On July 16, the CFPB issued a final rule defining large credit reporting agencies as entities subject to its supervision. Under the Dodd-Frank Act, the CFPB was authorized to supervise both large banks and nonbanks for compliance with consumer rules. The nonbank supervision authority grants the Bureau express powers over certain types of institutions, and also allows the CFPB to identify other industries to subject to its examinations. The new regulation establishes credit reporting as the first industry that the Bureau will supervise under these special powers to examine larger nonbank firms that reside outside the direct lending sphere. CFPB Director Richard Cordray explained that the new regulation “affords an opportunity to gain a more thorough understanding of their business models and their business practices.”

Starting September 30, the date the rule goes into effect, credit reporting agencies with over $7 million in annual receipts will enter the CFPB’s nonbank supervision program. This accounts for 94 percent of the credit reporting industry, including the three biggest crediting reporting agencies, Experian, Equifax, and TransUnion. Each of the three major credit reporting agencies maintain files on more than 200 million Americans and issue more than three billion consumer reports a year. The CFPB said it plans to conduct examinations of these agencies, but will publish additional examination guidance before doing so. The CFPB is also planning to release a consumer advisory regarding credit reports and a series of frequently asked questions and answers about the sector as part of its “Ask CFPB” database.

The CFPB’s assertion of supervision authority over credit reporting agencies comes as no surprise. In February, the CFPB listed consumer reporting agencies, along with debt collectors, as sectors it would monitor under its Dodd-Frank authority. The integrity of the credit reporting industry is important because low credit scores or credit histories can mean higher interest rates or rejected applications, affecting consumers’ ability to get a credit card, home loan, apartment, or even a job. Further, there have been thousands of complaints about credit reports from consumers claiming difficulties in getting credit reporting agencies to correct inaccurate information.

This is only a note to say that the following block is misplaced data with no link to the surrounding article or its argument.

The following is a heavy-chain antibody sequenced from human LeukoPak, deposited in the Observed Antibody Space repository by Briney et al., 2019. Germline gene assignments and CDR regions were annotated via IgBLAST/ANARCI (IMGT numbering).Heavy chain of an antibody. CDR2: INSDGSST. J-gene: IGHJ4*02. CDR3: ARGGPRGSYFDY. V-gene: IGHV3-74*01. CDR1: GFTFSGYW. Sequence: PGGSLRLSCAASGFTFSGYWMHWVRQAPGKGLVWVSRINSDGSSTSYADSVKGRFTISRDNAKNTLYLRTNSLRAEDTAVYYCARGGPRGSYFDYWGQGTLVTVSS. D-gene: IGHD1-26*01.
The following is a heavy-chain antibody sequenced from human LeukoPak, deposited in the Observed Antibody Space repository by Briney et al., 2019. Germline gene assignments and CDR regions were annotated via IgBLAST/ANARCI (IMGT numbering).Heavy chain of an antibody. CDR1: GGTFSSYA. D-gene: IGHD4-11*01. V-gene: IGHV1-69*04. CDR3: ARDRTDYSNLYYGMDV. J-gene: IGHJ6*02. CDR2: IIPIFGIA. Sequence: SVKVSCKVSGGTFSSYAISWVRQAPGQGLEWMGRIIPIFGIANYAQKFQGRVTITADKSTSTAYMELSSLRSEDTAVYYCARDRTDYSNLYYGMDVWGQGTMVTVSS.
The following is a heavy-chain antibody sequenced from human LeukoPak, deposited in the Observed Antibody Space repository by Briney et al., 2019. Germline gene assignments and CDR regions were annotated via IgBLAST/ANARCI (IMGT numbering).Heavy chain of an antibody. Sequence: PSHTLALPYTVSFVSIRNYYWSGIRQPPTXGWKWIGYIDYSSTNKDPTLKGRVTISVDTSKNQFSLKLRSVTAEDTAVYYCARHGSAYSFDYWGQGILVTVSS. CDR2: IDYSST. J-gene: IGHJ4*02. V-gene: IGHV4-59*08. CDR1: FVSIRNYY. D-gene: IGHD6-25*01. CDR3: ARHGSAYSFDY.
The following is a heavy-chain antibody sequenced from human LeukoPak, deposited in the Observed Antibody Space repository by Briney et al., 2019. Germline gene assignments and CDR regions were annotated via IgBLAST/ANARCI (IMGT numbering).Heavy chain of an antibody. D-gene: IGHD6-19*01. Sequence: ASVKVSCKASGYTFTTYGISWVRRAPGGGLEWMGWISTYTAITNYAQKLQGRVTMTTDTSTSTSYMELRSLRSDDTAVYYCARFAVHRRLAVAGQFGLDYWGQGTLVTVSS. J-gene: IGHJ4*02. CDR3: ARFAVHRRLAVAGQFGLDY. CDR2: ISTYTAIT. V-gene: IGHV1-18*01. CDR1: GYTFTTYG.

This marks the first time that a single government agency will take an active role in policing credit reporting agencies, though the Fair Credit Reporting Act (FCRA) requires credit reporting agencies to maintain accurate information about consumers. Pamela Banks of Consumers Union, the policy arm of Consumer Reports, called the new rule “a wonderful thing for the American public.” Banks further remarked that she expects that credit bureaus will now act more quickly to address consumers’ problems regarding the accuracy of information on their credit reports. Jon Ulzheimer, president of consumer education at SmartCredit.com said that the rule may cause the CFPB to clarify what the FCRA requires of credit reporting agencies, especially with regard to what constitutes a “reasonable investigation,” a constant source of debate in the consumer credit world. Gerry Tschopp, a spokesman for Experian, said that he had “no concerns” about the CFPB’s oversight, noting that the government already oversees the industry under the FCRA. A statement from Experian said the company and the CFPB share the goals of helping consumers get “access to fair and affordable credit.”

The Bureau indicated that the larger-participant authority could also eventually extend to companies such as money transmitters, prepaid-card issuers, debt-relief services, and other kinds of consumer lenders.